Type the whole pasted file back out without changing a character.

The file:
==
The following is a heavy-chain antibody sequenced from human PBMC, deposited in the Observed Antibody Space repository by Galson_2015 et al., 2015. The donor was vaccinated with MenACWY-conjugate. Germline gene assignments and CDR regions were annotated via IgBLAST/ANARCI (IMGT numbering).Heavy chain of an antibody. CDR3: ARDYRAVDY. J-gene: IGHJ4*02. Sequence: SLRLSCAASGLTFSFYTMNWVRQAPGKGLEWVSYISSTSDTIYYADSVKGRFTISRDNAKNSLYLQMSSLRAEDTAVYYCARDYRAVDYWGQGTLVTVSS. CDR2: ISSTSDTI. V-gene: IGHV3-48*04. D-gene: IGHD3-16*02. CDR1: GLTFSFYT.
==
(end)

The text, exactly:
The following is a heavy-chain antibody sequenced from human PBMC, deposited in the Observed Antibody Space repository by Galson_2015 et al., 2015. The donor was vaccinated with MenACWY-conjugate. Germline gene assignments and CDR regions were annotated via IgBLAST/ANARCI (IMGT numbering).Heavy chain of an antibody. CDR3: ARDYRAVDY. J-gene: IGHJ4*02. Sequence: SLRLSCAASGLTFSFYTMNWVRQAPGKGLEWVSYISSTSDTIYYADSVKGRFTISRDNAKNSLYLQMSSLRAEDTAVYYCARDYRAVDYWGQGTLVTVSS. CDR2: ISSTSDTI. V-gene: IGHV3-48*04. D-gene: IGHD3-16*02. CDR1: GLTFSFYT.